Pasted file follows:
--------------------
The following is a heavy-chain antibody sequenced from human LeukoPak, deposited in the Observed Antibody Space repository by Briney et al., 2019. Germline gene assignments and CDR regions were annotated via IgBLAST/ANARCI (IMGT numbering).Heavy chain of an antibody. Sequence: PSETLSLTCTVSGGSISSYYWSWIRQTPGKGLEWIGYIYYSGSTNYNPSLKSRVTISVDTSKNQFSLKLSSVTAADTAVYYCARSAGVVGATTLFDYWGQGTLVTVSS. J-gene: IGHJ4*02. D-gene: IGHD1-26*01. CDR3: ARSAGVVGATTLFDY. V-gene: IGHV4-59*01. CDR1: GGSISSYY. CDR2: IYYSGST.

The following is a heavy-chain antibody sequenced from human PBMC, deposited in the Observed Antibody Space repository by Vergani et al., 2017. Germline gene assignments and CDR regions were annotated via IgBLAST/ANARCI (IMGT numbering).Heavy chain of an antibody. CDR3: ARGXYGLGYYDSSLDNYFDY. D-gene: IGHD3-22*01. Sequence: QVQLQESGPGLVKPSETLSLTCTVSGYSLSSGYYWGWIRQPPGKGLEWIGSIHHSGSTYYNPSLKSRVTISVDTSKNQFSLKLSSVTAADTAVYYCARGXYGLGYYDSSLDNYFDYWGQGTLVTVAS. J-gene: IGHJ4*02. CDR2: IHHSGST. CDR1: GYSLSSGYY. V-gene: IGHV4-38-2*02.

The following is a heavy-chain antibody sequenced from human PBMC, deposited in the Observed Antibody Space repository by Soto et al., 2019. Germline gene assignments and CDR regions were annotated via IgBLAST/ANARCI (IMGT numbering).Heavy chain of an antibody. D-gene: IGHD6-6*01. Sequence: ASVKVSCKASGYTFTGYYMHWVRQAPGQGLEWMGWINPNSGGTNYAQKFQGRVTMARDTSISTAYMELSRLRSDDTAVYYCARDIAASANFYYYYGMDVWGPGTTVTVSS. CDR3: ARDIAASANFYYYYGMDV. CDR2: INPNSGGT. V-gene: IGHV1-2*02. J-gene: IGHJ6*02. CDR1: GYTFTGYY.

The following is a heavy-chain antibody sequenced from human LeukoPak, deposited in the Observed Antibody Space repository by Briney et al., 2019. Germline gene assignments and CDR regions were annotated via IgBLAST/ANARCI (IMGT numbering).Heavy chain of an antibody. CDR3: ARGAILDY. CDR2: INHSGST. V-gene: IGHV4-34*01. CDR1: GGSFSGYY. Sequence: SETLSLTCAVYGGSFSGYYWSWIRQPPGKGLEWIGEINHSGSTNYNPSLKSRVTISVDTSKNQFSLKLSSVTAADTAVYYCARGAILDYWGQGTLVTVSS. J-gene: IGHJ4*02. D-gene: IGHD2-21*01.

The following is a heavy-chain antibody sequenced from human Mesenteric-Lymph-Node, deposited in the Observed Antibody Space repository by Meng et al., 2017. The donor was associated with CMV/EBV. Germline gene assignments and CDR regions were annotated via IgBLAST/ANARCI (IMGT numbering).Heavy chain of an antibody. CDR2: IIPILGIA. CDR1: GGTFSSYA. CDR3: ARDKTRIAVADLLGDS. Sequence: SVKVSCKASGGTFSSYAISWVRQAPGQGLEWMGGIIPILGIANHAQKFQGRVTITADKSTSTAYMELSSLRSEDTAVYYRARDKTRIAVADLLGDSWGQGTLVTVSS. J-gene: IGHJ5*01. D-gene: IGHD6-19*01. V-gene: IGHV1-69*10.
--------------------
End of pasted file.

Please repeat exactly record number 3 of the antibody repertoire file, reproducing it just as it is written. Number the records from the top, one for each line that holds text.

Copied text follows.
The following is a heavy-chain antibody sequenced from human PBMC, deposited in the Observed Antibody Space repository by Soto et al., 2019. Germline gene assignments and CDR regions were annotated via IgBLAST/ANARCI (IMGT numbering).Heavy chain of an antibody. D-gene: IGHD6-6*01. Sequence: ASVKVSCKASGYTFTGYYMHWVRQAPGQGLEWMGWINPNSGGTNYAQKFQGRVTMARDTSISTAYMELSRLRSDDTAVYYCARDIAASANFYYYYGMDVWGPGTTVTVSS. CDR3: ARDIAASANFYYYYGMDV. CDR2: INPNSGGT. V-gene: IGHV1-2*02. J-gene: IGHJ6*02. CDR1: GYTFTGYY.